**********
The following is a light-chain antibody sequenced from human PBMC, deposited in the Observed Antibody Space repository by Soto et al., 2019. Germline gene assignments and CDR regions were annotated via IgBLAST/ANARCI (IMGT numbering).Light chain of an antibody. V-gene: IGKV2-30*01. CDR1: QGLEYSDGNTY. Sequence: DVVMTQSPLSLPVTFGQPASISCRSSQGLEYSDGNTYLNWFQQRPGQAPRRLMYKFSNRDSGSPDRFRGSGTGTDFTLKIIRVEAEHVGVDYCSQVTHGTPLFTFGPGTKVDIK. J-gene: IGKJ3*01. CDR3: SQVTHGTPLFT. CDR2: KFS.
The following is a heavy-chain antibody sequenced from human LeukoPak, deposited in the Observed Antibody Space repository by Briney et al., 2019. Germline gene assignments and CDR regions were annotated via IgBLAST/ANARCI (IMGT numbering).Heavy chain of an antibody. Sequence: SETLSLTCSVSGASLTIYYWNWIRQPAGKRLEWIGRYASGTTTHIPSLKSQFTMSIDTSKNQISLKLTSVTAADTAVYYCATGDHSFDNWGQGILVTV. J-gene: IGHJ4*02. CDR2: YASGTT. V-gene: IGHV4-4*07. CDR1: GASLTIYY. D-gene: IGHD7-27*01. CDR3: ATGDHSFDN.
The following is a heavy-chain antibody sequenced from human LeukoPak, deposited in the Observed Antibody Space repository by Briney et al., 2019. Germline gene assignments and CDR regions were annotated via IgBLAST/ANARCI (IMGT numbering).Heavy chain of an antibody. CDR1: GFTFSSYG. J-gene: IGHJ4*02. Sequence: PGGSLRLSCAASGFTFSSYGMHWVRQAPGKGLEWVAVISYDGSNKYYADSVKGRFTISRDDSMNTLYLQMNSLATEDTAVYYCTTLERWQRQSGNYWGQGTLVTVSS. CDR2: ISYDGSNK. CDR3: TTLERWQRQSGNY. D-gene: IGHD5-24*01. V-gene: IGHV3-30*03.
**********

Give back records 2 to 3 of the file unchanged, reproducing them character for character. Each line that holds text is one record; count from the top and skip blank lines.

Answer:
The following is a heavy-chain antibody sequenced from human LeukoPak, deposited in the Observed Antibody Space repository by Briney et al., 2019. Germline gene assignments and CDR regions were annotated via IgBLAST/ANARCI (IMGT numbering).Heavy chain of an antibody. Sequence: SETLSLTCSVSGASLTIYYWNWIRQPAGKRLEWIGRYASGTTTHIPSLKSQFTMSIDTSKNQISLKLTSVTAADTAVYYCATGDHSFDNWGQGILVTV. J-gene: IGHJ4*02. CDR2: YASGTT. V-gene: IGHV4-4*07. CDR1: GASLTIYY. D-gene: IGHD7-27*01. CDR3: ATGDHSFDN.
The following is a heavy-chain antibody sequenced from human LeukoPak, deposited in the Observed Antibody Space repository by Briney et al., 2019. Germline gene assignments and CDR regions were annotated via IgBLAST/ANARCI (IMGT numbering).Heavy chain of an antibody. CDR1: GFTFSSYG. J-gene: IGHJ4*02. Sequence: PGGSLRLSCAASGFTFSSYGMHWVRQAPGKGLEWVAVISYDGSNKYYADSVKGRFTISRDDSMNTLYLQMNSLATEDTAVYYCTTLERWQRQSGNYWGQGTLVTVSS. CDR2: ISYDGSNK. CDR3: TTLERWQRQSGNY. D-gene: IGHD5-24*01. V-gene: IGHV3-30*03.